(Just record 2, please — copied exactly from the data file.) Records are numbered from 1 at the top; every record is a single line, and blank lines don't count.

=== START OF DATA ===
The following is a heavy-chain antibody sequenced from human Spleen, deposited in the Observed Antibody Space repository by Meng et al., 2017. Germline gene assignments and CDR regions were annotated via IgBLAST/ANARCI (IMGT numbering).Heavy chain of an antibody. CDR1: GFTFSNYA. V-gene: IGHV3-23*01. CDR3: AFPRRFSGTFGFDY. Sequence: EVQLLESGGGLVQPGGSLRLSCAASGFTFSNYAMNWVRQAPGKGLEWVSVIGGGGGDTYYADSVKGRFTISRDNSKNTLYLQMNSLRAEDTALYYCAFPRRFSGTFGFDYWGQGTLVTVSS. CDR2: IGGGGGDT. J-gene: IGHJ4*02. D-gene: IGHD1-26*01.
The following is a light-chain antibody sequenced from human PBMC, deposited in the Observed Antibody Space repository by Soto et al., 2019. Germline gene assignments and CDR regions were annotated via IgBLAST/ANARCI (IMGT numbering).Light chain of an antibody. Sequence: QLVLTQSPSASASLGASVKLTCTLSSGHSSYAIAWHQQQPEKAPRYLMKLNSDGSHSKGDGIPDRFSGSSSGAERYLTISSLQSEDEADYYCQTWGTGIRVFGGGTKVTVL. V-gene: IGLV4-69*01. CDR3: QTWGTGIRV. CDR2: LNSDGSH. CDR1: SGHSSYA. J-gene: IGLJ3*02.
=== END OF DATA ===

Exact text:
The following is a light-chain antibody sequenced from human PBMC, deposited in the Observed Antibody Space repository by Soto et al., 2019. Germline gene assignments and CDR regions were annotated via IgBLAST/ANARCI (IMGT numbering).Light chain of an antibody. Sequence: QLVLTQSPSASASLGASVKLTCTLSSGHSSYAIAWHQQQPEKAPRYLMKLNSDGSHSKGDGIPDRFSGSSSGAERYLTISSLQSEDEADYYCQTWGTGIRVFGGGTKVTVL. V-gene: IGLV4-69*01. CDR3: QTWGTGIRV. CDR2: LNSDGSH. CDR1: SGHSSYA. J-gene: IGLJ3*02.